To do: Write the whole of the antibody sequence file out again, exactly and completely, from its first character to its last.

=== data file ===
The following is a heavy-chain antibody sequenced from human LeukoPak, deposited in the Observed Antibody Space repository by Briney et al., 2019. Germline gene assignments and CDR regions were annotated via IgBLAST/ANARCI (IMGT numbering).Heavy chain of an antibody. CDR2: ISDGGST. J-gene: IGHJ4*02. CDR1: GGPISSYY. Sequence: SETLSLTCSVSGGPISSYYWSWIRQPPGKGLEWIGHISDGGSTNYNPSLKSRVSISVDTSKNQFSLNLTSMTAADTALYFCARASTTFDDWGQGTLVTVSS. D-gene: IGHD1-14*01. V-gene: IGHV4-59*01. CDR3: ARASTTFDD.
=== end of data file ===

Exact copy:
The following is a heavy-chain antibody sequenced from human LeukoPak, deposited in the Observed Antibody Space repository by Briney et al., 2019. Germline gene assignments and CDR regions were annotated via IgBLAST/ANARCI (IMGT numbering).Heavy chain of an antibody. CDR2: ISDGGST. J-gene: IGHJ4*02. CDR1: GGPISSYY. Sequence: SETLSLTCSVSGGPISSYYWSWIRQPPGKGLEWIGHISDGGSTNYNPSLKSRVSISVDTSKNQFSLNLTSMTAADTALYFCARASTTFDDWGQGTLVTVSS. D-gene: IGHD1-14*01. V-gene: IGHV4-59*01. CDR3: ARASTTFDD.